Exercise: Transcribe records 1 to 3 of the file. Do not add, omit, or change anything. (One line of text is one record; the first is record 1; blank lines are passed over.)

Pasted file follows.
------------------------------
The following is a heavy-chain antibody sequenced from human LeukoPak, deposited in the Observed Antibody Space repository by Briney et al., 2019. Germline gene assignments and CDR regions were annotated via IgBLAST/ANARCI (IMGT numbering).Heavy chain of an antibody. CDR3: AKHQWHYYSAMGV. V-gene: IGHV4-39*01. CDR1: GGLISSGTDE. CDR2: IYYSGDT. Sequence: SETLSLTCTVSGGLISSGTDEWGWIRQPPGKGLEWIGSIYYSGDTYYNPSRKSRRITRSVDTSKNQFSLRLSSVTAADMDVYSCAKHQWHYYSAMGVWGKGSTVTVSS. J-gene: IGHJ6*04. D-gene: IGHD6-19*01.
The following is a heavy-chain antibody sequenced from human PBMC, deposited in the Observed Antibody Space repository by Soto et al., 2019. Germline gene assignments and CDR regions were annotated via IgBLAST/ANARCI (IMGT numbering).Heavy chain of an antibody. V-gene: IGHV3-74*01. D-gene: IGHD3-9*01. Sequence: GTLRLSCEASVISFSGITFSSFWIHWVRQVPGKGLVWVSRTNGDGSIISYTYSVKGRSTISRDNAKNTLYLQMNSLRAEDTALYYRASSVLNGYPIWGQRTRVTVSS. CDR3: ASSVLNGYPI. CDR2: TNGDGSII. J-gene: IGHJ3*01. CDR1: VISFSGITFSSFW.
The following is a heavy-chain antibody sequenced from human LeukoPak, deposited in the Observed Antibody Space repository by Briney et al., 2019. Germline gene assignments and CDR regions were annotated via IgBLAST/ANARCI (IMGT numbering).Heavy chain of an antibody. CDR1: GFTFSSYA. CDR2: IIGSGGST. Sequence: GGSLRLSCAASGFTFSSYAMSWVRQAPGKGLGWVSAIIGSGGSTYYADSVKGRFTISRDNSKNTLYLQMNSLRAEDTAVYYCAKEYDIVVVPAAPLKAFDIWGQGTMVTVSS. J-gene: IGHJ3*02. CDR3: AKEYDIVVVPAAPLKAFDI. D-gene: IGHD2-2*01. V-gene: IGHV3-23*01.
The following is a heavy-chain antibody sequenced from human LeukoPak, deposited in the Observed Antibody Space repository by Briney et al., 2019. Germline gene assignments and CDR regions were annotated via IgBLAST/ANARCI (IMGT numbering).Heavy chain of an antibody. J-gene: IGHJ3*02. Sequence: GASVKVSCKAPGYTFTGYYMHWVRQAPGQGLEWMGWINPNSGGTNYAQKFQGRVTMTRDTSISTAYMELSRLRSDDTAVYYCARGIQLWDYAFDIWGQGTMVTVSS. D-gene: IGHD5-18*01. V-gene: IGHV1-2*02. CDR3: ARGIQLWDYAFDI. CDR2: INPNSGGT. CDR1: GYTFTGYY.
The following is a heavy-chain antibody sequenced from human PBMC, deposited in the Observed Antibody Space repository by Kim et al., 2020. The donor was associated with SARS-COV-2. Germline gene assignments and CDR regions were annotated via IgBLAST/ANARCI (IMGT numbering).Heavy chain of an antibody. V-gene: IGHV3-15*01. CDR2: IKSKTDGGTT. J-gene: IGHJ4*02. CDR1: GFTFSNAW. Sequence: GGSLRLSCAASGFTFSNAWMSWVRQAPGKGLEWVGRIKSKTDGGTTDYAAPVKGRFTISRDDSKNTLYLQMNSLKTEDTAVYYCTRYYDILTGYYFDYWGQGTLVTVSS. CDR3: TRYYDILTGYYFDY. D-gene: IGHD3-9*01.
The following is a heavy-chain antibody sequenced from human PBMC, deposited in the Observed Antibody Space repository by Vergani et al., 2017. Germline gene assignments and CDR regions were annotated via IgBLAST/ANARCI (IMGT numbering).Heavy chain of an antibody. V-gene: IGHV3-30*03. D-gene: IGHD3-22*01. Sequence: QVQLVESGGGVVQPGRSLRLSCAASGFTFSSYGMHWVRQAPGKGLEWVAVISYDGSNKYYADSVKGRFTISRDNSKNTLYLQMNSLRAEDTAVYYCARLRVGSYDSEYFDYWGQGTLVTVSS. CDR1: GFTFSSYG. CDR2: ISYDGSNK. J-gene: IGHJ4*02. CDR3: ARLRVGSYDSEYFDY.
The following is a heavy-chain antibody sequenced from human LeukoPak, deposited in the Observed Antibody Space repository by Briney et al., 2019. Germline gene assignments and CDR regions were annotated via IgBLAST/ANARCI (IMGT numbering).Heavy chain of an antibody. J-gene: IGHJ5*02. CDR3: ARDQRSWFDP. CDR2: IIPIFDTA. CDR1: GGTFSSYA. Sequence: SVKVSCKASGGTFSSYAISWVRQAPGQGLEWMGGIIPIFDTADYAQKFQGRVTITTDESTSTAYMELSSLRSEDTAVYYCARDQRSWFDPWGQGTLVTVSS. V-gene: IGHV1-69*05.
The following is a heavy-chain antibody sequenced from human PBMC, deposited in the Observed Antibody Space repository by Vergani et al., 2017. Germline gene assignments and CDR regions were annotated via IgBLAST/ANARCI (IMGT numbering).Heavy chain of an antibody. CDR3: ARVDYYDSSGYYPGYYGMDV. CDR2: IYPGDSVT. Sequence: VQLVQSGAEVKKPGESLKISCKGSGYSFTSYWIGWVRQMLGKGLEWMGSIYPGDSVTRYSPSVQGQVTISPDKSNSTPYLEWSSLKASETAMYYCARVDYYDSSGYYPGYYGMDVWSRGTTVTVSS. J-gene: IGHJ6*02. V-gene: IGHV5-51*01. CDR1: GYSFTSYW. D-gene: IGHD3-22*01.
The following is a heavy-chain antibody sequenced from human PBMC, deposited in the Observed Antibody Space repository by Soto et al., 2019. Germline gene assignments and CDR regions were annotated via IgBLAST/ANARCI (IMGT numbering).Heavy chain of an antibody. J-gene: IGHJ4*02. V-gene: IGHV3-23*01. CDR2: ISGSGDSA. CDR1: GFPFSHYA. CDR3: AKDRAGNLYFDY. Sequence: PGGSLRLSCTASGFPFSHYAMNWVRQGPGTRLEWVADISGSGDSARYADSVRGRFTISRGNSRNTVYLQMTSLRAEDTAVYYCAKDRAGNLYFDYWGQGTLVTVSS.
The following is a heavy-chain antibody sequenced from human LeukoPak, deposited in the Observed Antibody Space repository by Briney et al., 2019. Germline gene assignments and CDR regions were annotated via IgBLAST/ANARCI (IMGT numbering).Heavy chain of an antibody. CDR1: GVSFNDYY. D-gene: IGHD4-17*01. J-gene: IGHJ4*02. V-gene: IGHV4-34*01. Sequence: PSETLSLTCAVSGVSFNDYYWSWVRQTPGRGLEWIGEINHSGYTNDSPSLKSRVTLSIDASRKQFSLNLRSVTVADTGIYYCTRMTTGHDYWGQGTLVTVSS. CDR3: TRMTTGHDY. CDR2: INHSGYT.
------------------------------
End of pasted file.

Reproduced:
The following is a heavy-chain antibody sequenced from human LeukoPak, deposited in the Observed Antibody Space repository by Briney et al., 2019. Germline gene assignments and CDR regions were annotated via IgBLAST/ANARCI (IMGT numbering).Heavy chain of an antibody. CDR3: AKHQWHYYSAMGV. V-gene: IGHV4-39*01. CDR1: GGLISSGTDE. CDR2: IYYSGDT. Sequence: SETLSLTCTVSGGLISSGTDEWGWIRQPPGKGLEWIGSIYYSGDTYYNPSRKSRRITRSVDTSKNQFSLRLSSVTAADMDVYSCAKHQWHYYSAMGVWGKGSTVTVSS. J-gene: IGHJ6*04. D-gene: IGHD6-19*01.
The following is a heavy-chain antibody sequenced from human PBMC, deposited in the Observed Antibody Space repository by Soto et al., 2019. Germline gene assignments and CDR regions were annotated via IgBLAST/ANARCI (IMGT numbering).Heavy chain of an antibody. V-gene: IGHV3-74*01. D-gene: IGHD3-9*01. Sequence: GTLRLSCEASVISFSGITFSSFWIHWVRQVPGKGLVWVSRTNGDGSIISYTYSVKGRSTISRDNAKNTLYLQMNSLRAEDTALYYRASSVLNGYPIWGQRTRVTVSS. CDR3: ASSVLNGYPI. CDR2: TNGDGSII. J-gene: IGHJ3*01. CDR1: VISFSGITFSSFW.
The following is a heavy-chain antibody sequenced from human LeukoPak, deposited in the Observed Antibody Space repository by Briney et al., 2019. Germline gene assignments and CDR regions were annotated via IgBLAST/ANARCI (IMGT numbering).Heavy chain of an antibody. CDR1: GFTFSSYA. CDR2: IIGSGGST. Sequence: GGSLRLSCAASGFTFSSYAMSWVRQAPGKGLGWVSAIIGSGGSTYYADSVKGRFTISRDNSKNTLYLQMNSLRAEDTAVYYCAKEYDIVVVPAAPLKAFDIWGQGTMVTVSS. J-gene: IGHJ3*02. CDR3: AKEYDIVVVPAAPLKAFDI. D-gene: IGHD2-2*01. V-gene: IGHV3-23*01.